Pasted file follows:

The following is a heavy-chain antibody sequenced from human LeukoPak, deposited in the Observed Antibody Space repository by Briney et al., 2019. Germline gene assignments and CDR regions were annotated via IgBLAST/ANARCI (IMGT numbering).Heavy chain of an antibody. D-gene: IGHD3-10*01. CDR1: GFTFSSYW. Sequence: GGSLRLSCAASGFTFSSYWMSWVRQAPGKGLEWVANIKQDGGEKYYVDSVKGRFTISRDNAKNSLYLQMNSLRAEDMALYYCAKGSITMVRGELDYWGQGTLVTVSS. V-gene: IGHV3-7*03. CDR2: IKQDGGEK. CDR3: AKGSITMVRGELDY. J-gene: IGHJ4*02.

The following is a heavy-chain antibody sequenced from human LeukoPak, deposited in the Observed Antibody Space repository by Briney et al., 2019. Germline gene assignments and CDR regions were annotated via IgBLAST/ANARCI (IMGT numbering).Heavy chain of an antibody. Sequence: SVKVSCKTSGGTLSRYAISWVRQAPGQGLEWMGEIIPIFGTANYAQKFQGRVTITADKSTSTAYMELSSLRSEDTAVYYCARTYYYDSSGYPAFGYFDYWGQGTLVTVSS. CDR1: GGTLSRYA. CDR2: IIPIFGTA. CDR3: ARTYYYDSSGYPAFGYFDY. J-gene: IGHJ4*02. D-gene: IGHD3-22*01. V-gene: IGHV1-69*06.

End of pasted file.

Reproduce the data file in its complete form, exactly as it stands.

The following is a heavy-chain antibody sequenced from human LeukoPak, deposited in the Observed Antibody Space repository by Briney et al., 2019. Germline gene assignments and CDR regions were annotated via IgBLAST/ANARCI (IMGT numbering).Heavy chain of an antibody. D-gene: IGHD3-10*01. CDR1: GFTFSSYW. Sequence: GGSLRLSCAASGFTFSSYWMSWVRQAPGKGLEWVANIKQDGGEKYYVDSVKGRFTISRDNAKNSLYLQMNSLRAEDMALYYCAKGSITMVRGELDYWGQGTLVTVSS. V-gene: IGHV3-7*03. CDR2: IKQDGGEK. CDR3: AKGSITMVRGELDY. J-gene: IGHJ4*02.

The following is a heavy-chain antibody sequenced from human LeukoPak, deposited in the Observed Antibody Space repository by Briney et al., 2019. Germline gene assignments and CDR regions were annotated via IgBLAST/ANARCI (IMGT numbering).Heavy chain of an antibody. Sequence: SVKVSCKTSGGTLSRYAISWVRQAPGQGLEWMGEIIPIFGTANYAQKFQGRVTITADKSTSTAYMELSSLRSEDTAVYYCARTYYYDSSGYPAFGYFDYWGQGTLVTVSS. CDR1: GGTLSRYA. CDR2: IIPIFGTA. CDR3: ARTYYYDSSGYPAFGYFDY. J-gene: IGHJ4*02. D-gene: IGHD3-22*01. V-gene: IGHV1-69*06.